Neuralink may take 10 more years to commercialize its brain-machine interface (BMI) device, estimated Kip Ludwig, the former program director of neural engineering at the United States National Institutes of Health (NIH).
Last month, Elon Musk’s brain implant startup celebrated a significant milestone. The U.S. Federal Drug and Food Administration (FDA) approved Neuralink’s first human clinical study on May 25.
The road ahead for Neuralink is still quite long. Human trials are delicate and will require a lot of caution and care. The company still needs to open recruitment for clinical trials. It is likely narrowing down the list of requirements patients must meet to maximize success in the study before openly recruiting.
There are still some questions and complications surrounding Neuralink’s human clinical study. For instance, some entities are still concerned about Neuralink’s treatment of animal patients and the results of those trials. The company’s animal trials have concerned parties in the medical community, including the Physicians Committee for Responsible Medicine.
“The Physicians Committee continues to urge Elon Musk and Neuralink to shift to developing a noninvasive brain-computer interface. Researchers elsewhere have already made progress to improve patient health using such noninvasive methods, which do not come with the risk of surgical complications, infections, or additional operations to repair malfunctioning implants,” stated the Committee.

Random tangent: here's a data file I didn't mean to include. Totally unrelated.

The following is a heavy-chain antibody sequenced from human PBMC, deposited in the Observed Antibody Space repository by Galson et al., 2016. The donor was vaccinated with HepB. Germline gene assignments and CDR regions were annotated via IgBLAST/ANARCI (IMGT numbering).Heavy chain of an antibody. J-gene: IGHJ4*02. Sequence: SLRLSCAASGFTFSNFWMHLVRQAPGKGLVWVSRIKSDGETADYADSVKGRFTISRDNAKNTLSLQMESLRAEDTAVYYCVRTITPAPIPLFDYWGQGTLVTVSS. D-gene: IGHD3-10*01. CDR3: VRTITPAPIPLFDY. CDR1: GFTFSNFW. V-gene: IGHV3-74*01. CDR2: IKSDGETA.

Neuralink has also developed a robot implant its BMI device into brains. The surgical robot’s capabilities will probably also be tested during human trials. Although, Neuralink has not stated whether or not it will use its surgical robot for human trials.
Despite concerns from medical professionals, however, people who could potentially benefit from Neuralink’s implant are excited about the company’s progress. At the end of the day, Neuralink’s progress brings hope to many people, which may be why it continues to gain support and push forward.
Neuralink’s shares were recently marketed to investors at $7 billion or $55 per share, according to an email seen by Reuters. Two years ago, the company was valued at $2 billion in a private fundraising round. Approval for human trials may have increased Neuralink’s worth by $5 billion. The valuation hints that some parties see Neuralink’s potential.